BOWDOINHAM, Maine (Reuters) - Maine’s Democratic-controlled legislature on Thursday passed a bill to expand access to its Medicaid program as outlined by the Affordable Care Act, setting up a showdown with the state’s Republican governor, who immediately began veto procedures.
At issue is lawmakers’ effort to link expanded access to the health insurance program for low-income residents to a plan to pay the state’s share of $484 million in debt owed to Maine’s hospitals.
Governor Paul LePage, who is frequently in conflict with state legislators, has insisted the two issues remain separate and signed a letter to veto the bill within minutes of its passage.
“Democrat leadership has spent the past week forcing this bill through the legislative process,” LePage said in his veto letter. “This unadulterated partisanship tied two different issues together in a quest to force welfare expansion upon the Maine people.”
LePage submitted a bill that would tackle the hospital debt that does not include Medicare expansion.
The LePage administration has begun negotiation with the federal government regarding the mandates in the 2011 healthcare reform law that is President Barack Obama’s signature domestic legislative achievement.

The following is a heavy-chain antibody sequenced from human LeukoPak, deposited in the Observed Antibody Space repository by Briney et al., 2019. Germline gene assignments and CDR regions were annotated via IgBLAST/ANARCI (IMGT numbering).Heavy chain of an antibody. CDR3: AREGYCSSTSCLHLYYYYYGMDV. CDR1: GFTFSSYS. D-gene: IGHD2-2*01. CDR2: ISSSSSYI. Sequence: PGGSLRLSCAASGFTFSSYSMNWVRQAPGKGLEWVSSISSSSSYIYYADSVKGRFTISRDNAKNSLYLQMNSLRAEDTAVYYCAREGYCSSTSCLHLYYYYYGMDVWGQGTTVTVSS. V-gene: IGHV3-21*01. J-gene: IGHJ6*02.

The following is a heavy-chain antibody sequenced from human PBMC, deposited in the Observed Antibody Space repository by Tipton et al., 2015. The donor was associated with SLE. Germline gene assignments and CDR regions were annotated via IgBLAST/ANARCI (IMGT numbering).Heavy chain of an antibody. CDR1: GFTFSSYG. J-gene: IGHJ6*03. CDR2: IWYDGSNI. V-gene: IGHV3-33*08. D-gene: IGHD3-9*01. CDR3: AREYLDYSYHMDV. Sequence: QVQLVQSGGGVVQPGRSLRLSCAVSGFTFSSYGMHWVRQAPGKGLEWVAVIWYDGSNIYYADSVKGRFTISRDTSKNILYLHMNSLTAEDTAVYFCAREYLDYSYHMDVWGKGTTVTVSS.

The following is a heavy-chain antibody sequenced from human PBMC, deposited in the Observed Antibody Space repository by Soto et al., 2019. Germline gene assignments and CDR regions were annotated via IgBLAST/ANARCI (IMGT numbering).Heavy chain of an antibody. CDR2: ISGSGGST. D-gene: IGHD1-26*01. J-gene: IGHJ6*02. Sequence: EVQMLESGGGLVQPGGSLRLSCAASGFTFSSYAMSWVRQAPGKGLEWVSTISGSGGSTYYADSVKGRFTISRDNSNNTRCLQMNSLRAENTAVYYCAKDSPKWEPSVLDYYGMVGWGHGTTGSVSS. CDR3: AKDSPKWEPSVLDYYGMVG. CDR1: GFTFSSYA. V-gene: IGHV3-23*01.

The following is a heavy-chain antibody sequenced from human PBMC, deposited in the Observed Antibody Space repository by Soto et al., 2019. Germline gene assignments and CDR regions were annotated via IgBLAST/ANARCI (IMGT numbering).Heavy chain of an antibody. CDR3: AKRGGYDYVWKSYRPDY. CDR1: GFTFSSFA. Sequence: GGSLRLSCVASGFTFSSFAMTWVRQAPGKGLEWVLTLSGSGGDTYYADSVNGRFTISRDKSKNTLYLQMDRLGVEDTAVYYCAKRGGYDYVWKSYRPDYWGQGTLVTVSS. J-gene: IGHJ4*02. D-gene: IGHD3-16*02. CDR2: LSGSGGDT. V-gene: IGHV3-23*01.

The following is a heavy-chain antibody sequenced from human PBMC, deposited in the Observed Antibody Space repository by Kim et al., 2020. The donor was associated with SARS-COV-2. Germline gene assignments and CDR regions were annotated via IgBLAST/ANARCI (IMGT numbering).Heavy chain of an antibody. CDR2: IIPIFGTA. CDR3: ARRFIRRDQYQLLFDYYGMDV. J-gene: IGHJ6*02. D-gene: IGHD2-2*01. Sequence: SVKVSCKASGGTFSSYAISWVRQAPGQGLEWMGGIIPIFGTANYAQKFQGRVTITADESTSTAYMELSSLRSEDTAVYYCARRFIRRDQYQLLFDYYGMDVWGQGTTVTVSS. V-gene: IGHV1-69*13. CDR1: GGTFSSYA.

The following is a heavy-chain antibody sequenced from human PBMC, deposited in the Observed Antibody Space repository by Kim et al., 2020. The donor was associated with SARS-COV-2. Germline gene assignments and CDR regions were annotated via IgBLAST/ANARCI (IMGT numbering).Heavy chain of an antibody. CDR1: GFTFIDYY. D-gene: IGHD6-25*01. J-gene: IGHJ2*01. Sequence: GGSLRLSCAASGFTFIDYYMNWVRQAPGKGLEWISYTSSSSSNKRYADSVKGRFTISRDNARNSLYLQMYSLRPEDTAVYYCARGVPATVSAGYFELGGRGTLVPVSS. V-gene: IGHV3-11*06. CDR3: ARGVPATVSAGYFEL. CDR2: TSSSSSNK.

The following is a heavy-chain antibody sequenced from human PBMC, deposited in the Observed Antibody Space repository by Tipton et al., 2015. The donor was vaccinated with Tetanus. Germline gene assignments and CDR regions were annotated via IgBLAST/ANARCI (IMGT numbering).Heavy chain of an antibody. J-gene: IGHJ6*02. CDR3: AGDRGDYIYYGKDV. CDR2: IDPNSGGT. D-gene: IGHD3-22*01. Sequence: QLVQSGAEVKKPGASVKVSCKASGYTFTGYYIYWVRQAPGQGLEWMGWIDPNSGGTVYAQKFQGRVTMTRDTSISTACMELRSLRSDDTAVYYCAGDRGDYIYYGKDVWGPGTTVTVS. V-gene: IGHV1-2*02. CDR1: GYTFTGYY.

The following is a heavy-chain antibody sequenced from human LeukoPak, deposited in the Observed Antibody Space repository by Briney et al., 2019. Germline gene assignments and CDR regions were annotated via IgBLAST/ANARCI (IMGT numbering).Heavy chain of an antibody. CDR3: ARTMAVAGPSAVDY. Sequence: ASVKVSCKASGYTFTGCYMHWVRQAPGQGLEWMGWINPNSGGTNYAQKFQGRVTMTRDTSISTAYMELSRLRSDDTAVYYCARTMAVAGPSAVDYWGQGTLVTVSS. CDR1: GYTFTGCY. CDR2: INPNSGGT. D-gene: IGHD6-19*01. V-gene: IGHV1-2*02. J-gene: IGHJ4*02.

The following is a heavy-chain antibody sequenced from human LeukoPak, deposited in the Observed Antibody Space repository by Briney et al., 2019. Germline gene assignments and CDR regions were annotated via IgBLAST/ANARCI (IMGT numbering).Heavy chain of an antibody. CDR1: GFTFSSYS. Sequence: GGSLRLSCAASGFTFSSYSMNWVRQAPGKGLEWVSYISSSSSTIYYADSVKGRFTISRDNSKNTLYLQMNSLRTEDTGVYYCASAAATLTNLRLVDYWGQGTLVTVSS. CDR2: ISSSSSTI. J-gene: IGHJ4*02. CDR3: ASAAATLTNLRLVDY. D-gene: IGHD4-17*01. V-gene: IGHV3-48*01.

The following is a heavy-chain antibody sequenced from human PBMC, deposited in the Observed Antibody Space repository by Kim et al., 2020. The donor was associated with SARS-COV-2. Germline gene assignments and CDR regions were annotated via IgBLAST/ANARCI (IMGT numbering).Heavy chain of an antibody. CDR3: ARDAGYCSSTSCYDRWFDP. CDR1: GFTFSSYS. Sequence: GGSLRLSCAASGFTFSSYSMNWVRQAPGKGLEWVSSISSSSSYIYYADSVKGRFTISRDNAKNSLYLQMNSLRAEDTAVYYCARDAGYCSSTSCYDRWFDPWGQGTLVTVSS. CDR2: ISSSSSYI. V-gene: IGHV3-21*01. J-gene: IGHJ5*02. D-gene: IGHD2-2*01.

About 15 U.S. states have said they will not participate in the expansion of Medicaid, with 26 opting in and the balance not yet decided, according to the Advisory Board Company, a consulting firm that tracks the issue.
Texas lawmakers on Tuesday passed a measure, backed by Republican Governor Rick Perry, to block the state from participating in Medicaid expansion.
Maine legislators had proposed to use a portion of future revenue from a renegotiated state liquor contract to pay $484 million in debt due Maine’s 39 hospitals. That proposal was initially supported by both parties, but Republicans turned against it last week after it was amended to increase Medicaid access.
Democrats said the move would expand health care coverage to an estimated 70,000 Maine citizens.
Under the Affordable Care Act, the federal government agreed to increase Medicaid eligibility and cover 100 percent of the costs for three years, after which coverage would be reduced to 90 percent. According to a previous analysis from Maine’s Department of Health and Human Services, Maine taxpayers would be on the hook for an additional $75 million per year after federal reimbursement drops to 90 percent.
Mark Eves, speaker of the Maine House of Representatives and a Democrat, said the bill “pays the debt and helps fix the underlying problem that contributes to high health care costs in the first place,” citing rising costs of charity care in emergency rooms of Maine hospitals.
LePage made a surprise appearance at a Sunday meeting of a legislative committee on Medicaid but lawmakers did not allow him to speak.
“The repeated attempts by Democrats to stifle debate on bills and to prevent me from speaking in front of the Appropriations Committee is a disturbing pattern of censorship that should concern all Mainers,” LePage said in a statement.
Editing by Scott Malone and Dan Grebler; Editing by David Gregorio